Everyone But the Most Cynical Will Enjoy "Racing Stripes"
- 2005 14 Jan
Release Date: January 14, 2005
Rating: PG (for mild crude humor and some language)
Run Time: 1 hr. 27 min.
Director: Frederik Du Chau
Actors: Bruce Greenwood, Hayden Panettiere, M. Emmett Walsh, Wendi Malick, Gary Bullock, Frankie Muniz, Mandy Moore, Whoopi Goldberg, Dustin Hoffman, Jeff Foxworthy, Joshua Jackson, Snoop Dogg, Joe Pantoliano, Steve Harvey, David Spade
E.B. White’s “Charlotte’s Web” was one of my favorite books growing up, so it was only natural that I enjoyed “Babe” when it came out in 1995. But even if these stories made me somewhat predisposed to like this film, I’m still a stickler for good characterization and good dialogue (plots, in my opinion, ultimately boil down to just a few). For this and other reasons, I couldn’t help but be impressed by “Racing Stripes,” a funny movie with positive, encouraging messages that children and parents will enjoy.
When the circus pulls up its tent pegs and heads out of Kentucky, they forget poor little Stripes (voice of Frankie Muniz). Nolan Walsh (Bruce Greenwood), a former horse trainer, discovers the baby zebra and names it, then gives the animal a home on his farm. His daughter Channing (Hayden Panettiere) is delighted. As soon as Stripes spots the racehorses training next door, however, he wants to become one. The other barnyard animals, including Frannie, a goat (voice of Whoopi Goldberg) and Tucker, a Shetland pony (voice of Dustin Hoffman), have mixed feelings. It turns out that Tucker used to help his owner train horses, but when Nolan’s wife died during a race, they all gave it up. Now, Nolan refuses to let Channing ride, which is her dream.
Stripes refuses to give up, however, and spends every day racing the mailman and getting in shape. Soon, he’s good enough to gain some attention (with Channing on his back) – but no respect whatsoever. After all, what could a tiny zebra do against 1,500-pound thoroughbred? Even Sandy, a prize-winning jumper (voice of Mandy Moore) can’t stop people from mocking the pair. But with a little help from his friends, Stripes and Channing eventually make their way to the starting gates of the “Kentucky Open.” And there, they show everyone just how important it is to believe in yourself.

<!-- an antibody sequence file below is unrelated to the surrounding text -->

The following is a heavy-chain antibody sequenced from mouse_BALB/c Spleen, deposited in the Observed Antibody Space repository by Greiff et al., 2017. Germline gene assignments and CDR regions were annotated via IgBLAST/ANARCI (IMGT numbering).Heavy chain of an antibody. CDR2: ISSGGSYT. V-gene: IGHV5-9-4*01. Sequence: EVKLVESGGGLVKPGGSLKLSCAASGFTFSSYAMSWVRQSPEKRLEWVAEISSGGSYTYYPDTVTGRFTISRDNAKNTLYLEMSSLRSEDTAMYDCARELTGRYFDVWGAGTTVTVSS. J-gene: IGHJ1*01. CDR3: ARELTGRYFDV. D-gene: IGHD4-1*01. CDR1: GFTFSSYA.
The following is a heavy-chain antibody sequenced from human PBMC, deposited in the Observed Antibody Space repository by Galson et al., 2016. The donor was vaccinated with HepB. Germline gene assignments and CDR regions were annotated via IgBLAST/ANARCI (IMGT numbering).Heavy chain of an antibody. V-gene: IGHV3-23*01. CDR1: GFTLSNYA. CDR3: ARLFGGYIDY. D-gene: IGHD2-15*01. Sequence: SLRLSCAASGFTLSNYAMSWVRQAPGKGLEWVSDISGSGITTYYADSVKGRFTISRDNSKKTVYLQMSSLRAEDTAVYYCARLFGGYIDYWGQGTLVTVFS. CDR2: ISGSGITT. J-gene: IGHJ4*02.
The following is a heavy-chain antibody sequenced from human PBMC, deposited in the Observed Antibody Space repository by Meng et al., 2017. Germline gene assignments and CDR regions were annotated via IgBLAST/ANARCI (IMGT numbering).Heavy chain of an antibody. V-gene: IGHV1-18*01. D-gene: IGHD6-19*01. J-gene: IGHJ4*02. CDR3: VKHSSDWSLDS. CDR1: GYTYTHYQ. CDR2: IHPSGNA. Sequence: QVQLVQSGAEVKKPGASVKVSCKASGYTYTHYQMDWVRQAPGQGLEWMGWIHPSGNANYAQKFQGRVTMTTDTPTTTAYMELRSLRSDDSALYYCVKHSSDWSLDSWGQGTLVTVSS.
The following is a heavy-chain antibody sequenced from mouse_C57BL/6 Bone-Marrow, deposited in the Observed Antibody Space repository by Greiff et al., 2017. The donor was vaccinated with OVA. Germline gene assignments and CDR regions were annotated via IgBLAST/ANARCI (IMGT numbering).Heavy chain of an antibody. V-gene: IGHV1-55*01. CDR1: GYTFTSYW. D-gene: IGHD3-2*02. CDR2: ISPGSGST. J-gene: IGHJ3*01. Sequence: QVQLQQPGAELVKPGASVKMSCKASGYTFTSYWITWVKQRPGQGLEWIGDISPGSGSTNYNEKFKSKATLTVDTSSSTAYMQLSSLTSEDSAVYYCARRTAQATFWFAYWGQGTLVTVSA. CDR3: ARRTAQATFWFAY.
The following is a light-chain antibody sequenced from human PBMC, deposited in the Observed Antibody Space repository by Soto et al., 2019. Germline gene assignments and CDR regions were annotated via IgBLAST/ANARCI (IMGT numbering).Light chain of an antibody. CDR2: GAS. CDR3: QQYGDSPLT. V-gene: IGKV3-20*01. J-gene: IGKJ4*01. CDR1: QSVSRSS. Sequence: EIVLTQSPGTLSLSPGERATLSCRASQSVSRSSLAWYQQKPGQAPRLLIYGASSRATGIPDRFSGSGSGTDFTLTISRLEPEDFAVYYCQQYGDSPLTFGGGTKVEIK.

In the tradition of “Mr. Ed,” with a hefty dose of “Babe” and “National Velvet” comes a film that families of younger children can enjoy for its brains and heart.
It’s good fun, with a standard “sports movie” plot, pared down for youngsters. I don’t consider that a negative, however, because when it comes to plot, there truly is nothing new under the sun. Good narrative has little to do with plot, and should instead focuses on characters and dialogue – as well as good, positive messages. Good movies also need good actors and good directors. This film stands out on all counts.
With the exception of Muniz and Moore, who are both lackluster, and Snoop Dogg, who has only a small role (as a hound dog), Belgian director Frederik Du Chau (“Quest for Camelot”) has gathered a stellar cast that gives stand-out performances. Most notable are Goldberg and Hoffman, who constantly spar with one another and provide for good comedy. Panettiere is also charming. But it is Joe Pantoliano (“The Sopranos”) who almost steals the show. As a pelican who calls himself Goose, and who’s on the lam from the mob, he’s hilarious – particularly with his physical comedy. I laughed out loud when he “offed” the motorcycle.